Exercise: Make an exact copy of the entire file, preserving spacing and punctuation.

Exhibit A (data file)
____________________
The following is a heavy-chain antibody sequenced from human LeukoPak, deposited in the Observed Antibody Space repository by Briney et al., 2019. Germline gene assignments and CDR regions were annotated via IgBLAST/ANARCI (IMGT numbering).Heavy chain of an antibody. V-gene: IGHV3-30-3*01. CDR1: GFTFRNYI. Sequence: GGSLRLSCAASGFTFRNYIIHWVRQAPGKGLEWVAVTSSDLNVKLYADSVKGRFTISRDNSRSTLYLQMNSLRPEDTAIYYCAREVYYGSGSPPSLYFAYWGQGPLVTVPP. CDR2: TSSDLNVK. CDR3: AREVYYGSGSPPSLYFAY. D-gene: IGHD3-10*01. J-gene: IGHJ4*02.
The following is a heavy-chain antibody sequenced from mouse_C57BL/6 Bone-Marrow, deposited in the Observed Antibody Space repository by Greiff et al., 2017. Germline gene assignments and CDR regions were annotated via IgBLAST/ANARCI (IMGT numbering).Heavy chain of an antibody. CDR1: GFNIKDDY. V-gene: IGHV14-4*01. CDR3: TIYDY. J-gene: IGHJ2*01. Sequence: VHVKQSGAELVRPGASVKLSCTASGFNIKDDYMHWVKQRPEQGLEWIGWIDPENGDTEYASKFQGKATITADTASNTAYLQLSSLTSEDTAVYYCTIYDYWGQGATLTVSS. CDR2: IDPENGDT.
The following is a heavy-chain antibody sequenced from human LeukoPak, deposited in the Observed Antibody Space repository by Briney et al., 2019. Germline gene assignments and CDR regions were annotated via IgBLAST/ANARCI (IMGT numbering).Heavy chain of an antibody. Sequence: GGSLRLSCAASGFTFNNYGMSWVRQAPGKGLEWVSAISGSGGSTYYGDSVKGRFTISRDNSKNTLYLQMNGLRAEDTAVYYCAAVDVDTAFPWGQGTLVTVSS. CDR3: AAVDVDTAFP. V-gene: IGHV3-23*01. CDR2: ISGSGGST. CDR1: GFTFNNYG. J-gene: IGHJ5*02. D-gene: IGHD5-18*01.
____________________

The following is a heavy-chain antibody sequenced from human LeukoPak, deposited in the Observed Antibody Space repository by Briney et al., 2019. Germline gene assignments and CDR regions were annotated via IgBLAST/ANARCI (IMGT numbering).Heavy chain of an antibody. V-gene: IGHV3-30-3*01. CDR1: GFTFRNYI. Sequence: GGSLRLSCAASGFTFRNYIIHWVRQAPGKGLEWVAVTSSDLNVKLYADSVKGRFTISRDNSRSTLYLQMNSLRPEDTAIYYCAREVYYGSGSPPSLYFAYWGQGPLVTVPP. CDR2: TSSDLNVK. CDR3: AREVYYGSGSPPSLYFAY. D-gene: IGHD3-10*01. J-gene: IGHJ4*02.
The following is a heavy-chain antibody sequenced from mouse_C57BL/6 Bone-Marrow, deposited in the Observed Antibody Space repository by Greiff et al., 2017. Germline gene assignments and CDR regions were annotated via IgBLAST/ANARCI (IMGT numbering).Heavy chain of an antibody. CDR1: GFNIKDDY. V-gene: IGHV14-4*01. CDR3: TIYDY. J-gene: IGHJ2*01. Sequence: VHVKQSGAELVRPGASVKLSCTASGFNIKDDYMHWVKQRPEQGLEWIGWIDPENGDTEYASKFQGKATITADTASNTAYLQLSSLTSEDTAVYYCTIYDYWGQGATLTVSS. CDR2: IDPENGDT.
The following is a heavy-chain antibody sequenced from human LeukoPak, deposited in the Observed Antibody Space repository by Briney et al., 2019. Germline gene assignments and CDR regions were annotated via IgBLAST/ANARCI (IMGT numbering).Heavy chain of an antibody. Sequence: GGSLRLSCAASGFTFNNYGMSWVRQAPGKGLEWVSAISGSGGSTYYGDSVKGRFTISRDNSKNTLYLQMNGLRAEDTAVYYCAAVDVDTAFPWGQGTLVTVSS. CDR3: AAVDVDTAFP. V-gene: IGHV3-23*01. CDR2: ISGSGGST. CDR1: GFTFNNYG. J-gene: IGHJ5*02. D-gene: IGHD5-18*01.